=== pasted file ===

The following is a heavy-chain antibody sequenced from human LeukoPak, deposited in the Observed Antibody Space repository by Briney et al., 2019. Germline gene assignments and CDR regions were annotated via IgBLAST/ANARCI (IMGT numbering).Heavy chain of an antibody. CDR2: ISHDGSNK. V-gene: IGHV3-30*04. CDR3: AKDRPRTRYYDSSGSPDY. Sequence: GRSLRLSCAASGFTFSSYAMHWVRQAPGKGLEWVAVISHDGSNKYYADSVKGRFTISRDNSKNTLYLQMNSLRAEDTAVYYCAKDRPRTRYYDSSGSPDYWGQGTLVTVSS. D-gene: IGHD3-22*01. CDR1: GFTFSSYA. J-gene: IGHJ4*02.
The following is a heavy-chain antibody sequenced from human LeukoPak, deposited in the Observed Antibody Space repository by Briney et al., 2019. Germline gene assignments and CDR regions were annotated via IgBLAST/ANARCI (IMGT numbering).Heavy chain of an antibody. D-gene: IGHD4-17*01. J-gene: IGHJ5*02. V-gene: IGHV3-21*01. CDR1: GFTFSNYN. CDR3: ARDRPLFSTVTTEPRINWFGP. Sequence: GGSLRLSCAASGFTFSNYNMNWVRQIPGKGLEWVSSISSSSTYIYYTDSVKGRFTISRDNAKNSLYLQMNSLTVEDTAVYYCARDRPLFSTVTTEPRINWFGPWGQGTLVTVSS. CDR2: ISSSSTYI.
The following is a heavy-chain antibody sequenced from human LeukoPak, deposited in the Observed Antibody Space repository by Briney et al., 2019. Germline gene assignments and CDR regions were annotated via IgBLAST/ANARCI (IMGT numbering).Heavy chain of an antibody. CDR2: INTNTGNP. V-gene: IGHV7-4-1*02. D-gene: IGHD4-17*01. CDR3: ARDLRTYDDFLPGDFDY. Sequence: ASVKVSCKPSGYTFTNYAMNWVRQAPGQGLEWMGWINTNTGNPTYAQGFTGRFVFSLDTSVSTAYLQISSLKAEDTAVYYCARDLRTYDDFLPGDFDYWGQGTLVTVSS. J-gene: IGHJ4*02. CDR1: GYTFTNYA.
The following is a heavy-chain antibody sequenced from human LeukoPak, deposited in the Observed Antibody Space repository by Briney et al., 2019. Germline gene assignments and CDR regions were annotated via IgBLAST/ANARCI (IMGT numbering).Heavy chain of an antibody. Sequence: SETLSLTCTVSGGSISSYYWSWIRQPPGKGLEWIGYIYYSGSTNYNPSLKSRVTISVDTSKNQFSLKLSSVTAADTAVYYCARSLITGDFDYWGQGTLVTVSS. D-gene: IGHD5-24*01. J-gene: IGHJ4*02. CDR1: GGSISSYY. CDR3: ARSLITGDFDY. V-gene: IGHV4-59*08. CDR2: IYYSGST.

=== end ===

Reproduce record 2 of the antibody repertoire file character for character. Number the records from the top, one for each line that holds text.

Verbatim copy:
The following is a heavy-chain antibody sequenced from human LeukoPak, deposited in the Observed Antibody Space repository by Briney et al., 2019. Germline gene assignments and CDR regions were annotated via IgBLAST/ANARCI (IMGT numbering).Heavy chain of an antibody. D-gene: IGHD4-17*01. J-gene: IGHJ5*02. V-gene: IGHV3-21*01. CDR1: GFTFSNYN. CDR3: ARDRPLFSTVTTEPRINWFGP. Sequence: GGSLRLSCAASGFTFSNYNMNWVRQIPGKGLEWVSSISSSSTYIYYTDSVKGRFTISRDNAKNSLYLQMNSLTVEDTAVYYCARDRPLFSTVTTEPRINWFGPWGQGTLVTVSS. CDR2: ISSSSTYI.